Learning From Las Vegas : The Forgotten Symbolism of Architectural Form

Learning From Las Vegas : The Forgotten Symbolism of Architectural Form
Author: Robert Venturi Denise Scott Brown Steven Izenour
Rating: 3.99
Bestsellers Rate: 86472
Publisher: MIT Press Ltd
Book Format: Paperback
Binding: None
Pages: 208
Hours of reading: 3.5 hours
Publication Date: 2021
Languages: | English |
Price: 23,11 €

About the book

Learning from Las Vegas created a healthy controversy on its appearance in 1972, calling for architects to be more receptive to the tastes and values of common people and less immodest in their erections of heroic, self-aggrandizing monuments. This revision includes the full texts of Part I of the original, on the Las Vegas strip, and Part II, Ugly and Ordinary Architecture, or the Decorated Shed, a generalization from the findings of the first part on symbolism in architecture and the iconography of urban sprawl. (The final part of the first edition, on the architectural work of the firm Venturi and Rauch, is not included in the revision.) The new paperback edition has a smaller format, fewer pictures, and a considerably lower price than the original. There are an added preface by Scott Brown and a bibliography of writings by the members of Venturi and Rauch and about the firm's work.

Reviews

...a brilliant document of the times...a work which uses history knowledgeably, skillfully, and creatively: a rarity. Journal of the Society of Architectural Historians ...professionally informed, competitively astute, and perversely brilliant... The Yale Review ...these studies are brilliant...the kind of art history and theory that is rarely produced. Ada Louis Huxtable, The New York Times

Quotes

...a brilliant document of the times...a work which uses history knowledgeably, skillfully, and creatively: a rarity.--Journal of the Society of Architectural Historians-- ...professionally informed, competitively astute, and perversely brilliant... --The Yale Review-- ...these studies are brilliant...the kind of art history and theory that is rarely produced. --Ada Louis Huxtable, The New York Times--

Robert Venturi Biography

Robert Charles Venturi Jr. (June 25, 1925 – September 18, 2018) was an American architect, founding principal of the firm Venturi, Scott Brown and Associates, and one of the major architectural figures of the twentieth century. Together with his wife and partner, Denise Scott Brown, he helped shape the way that architects, planners and students experience and think about architecture and the built environment. Their buildings, planning, theoretical writings, and teaching have also contributed to the expansion of discourse about architecture. Venturi was awarded the Pritzker Prize in Architecture in 1991; the prize was awarded to him alone, despite a request to include his equal partner, Scott Brown. Subsequently, a group of women architects attempted to get her name added retroactively to the prize, but the Pritzker Prize jury declined to do so. Venturi is also known for having coined the maxim "Less is a bore", a postmodern antidote to Mies van der Rohe's famous modernist dictum "Less is more". Venturi lived in Philadelphia with Denise Scott Brown. He is the father of James Venturi, founder and principal of ReThink Studio.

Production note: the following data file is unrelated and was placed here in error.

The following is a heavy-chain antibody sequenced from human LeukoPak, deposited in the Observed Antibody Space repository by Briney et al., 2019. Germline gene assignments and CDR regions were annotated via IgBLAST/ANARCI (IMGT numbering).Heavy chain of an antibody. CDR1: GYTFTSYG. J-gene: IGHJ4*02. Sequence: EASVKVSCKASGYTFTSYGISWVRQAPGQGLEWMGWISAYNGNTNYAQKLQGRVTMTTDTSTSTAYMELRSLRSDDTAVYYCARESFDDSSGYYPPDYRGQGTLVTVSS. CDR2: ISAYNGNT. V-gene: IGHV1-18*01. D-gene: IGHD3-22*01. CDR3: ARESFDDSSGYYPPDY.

Early life and education

Venturi was born in Philadelphia to Robert Venturi Sr. and Vanna (née Luizi) Venturi and was raised as a Quaker. Venturi attended school at the Episcopal Academy in Merion, Pennsylvania. He graduated summa cum laude from Princeton University in 1947 where he was a member-elect of Phi Beta Kappa and won the D'Amato Prize in Architecture. He received his M.F.A. from Princeton in 1950. The educational program at Princeton under Professor Jean Labatut, who offered provocative design studios within a Beaux-Arts pedagogical framework, was a key factor in Venturi's development of an approach to architectural theory and design that drew from architectural history and commercial architecture in analytical, as opposed to stylistic, terms. In 1951 he briefly worked under Eero Saarinen in Bloomfield Hills, Michigan, and later for Louis Kahn in Philadelphia. He was awarded the Rome Prize Fellowship at the American Academy in Rome in 1954, where he studied and toured Europe for two years. From 1959 to 1967, Venturi held teaching positions at the University of Pennsylvania, where he served as Kahn's teaching assistant, an instructor, and later, as associate professor. It was there, in 1960, that he met fellow faculty member, architect and planner Denise Scott Brown. Venturi taught later at the Yale School of Architecture and was a visiting lecturer with Scott Brown in 2003 at Harvard University's Graduate School of Design.

Architectural theories

A controversial critic of what he saw as the blithely functionalist and symbolically vacuous architecture of corporate modernism during the 1950s, Venturi was one of the first architects to question some of the premises of the Modern Movement. He published his "gentle manifesto", Complexity and Contradiction in Architecture in 1966; in its introducti ... Read full biography

Authors: Robert Venturi Denise Scott Brown Steven Izenour
Editors:
Translators:
Illustrators:
Publisher: MIT Press Ltd
Imprint: MIT Press
Languages: | English |
Original Language:
ISBN13: 9780262720069
ISBN10: 026272006X
Series:
Reference Edition:
Edition: Revised
Edition Statement: revised edition
Illustrations: 180 color illus., 358 b&w illus.; 538 Illustrations, unspecified
Literature Country: None
Literature Period: None
Book Format: Paperback
Book Binding: None
Paper: None
Font: None
Pages: 208
Book Weight: 340
Book Dimensions: 152x229x11
Circulation: None
Publication date: July 11, 2005
First Publication Date: None
Publication City/Country: Cambridge, United States

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